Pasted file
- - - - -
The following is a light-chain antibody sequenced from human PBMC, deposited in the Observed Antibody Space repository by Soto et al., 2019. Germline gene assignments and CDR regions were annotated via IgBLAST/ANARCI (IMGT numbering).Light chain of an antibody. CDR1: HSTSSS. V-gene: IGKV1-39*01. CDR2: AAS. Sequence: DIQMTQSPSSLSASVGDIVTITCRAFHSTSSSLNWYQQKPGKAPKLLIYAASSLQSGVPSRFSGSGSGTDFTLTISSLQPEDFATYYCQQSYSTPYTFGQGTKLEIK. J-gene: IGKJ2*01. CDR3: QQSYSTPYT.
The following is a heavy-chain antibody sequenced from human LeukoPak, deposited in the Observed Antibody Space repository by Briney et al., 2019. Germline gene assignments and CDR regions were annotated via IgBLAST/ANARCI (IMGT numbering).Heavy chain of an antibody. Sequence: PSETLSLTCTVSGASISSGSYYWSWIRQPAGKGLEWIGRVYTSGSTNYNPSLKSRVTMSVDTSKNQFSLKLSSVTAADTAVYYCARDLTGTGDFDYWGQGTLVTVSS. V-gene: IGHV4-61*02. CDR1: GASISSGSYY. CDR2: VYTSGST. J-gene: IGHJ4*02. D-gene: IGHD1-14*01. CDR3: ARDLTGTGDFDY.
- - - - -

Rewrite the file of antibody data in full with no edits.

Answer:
The following is a light-chain antibody sequenced from human PBMC, deposited in the Observed Antibody Space repository by Soto et al., 2019. Germline gene assignments and CDR regions were annotated via IgBLAST/ANARCI (IMGT numbering).Light chain of an antibody. CDR1: HSTSSS. V-gene: IGKV1-39*01. CDR2: AAS. Sequence: DIQMTQSPSSLSASVGDIVTITCRAFHSTSSSLNWYQQKPGKAPKLLIYAASSLQSGVPSRFSGSGSGTDFTLTISSLQPEDFATYYCQQSYSTPYTFGQGTKLEIK. J-gene: IGKJ2*01. CDR3: QQSYSTPYT.
The following is a heavy-chain antibody sequenced from human LeukoPak, deposited in the Observed Antibody Space repository by Briney et al., 2019. Germline gene assignments and CDR regions were annotated via IgBLAST/ANARCI (IMGT numbering).Heavy chain of an antibody. Sequence: PSETLSLTCTVSGASISSGSYYWSWIRQPAGKGLEWIGRVYTSGSTNYNPSLKSRVTMSVDTSKNQFSLKLSSVTAADTAVYYCARDLTGTGDFDYWGQGTLVTVSS. V-gene: IGHV4-61*02. CDR1: GASISSGSYY. CDR2: VYTSGST. J-gene: IGHJ4*02. D-gene: IGHD1-14*01. CDR3: ARDLTGTGDFDY.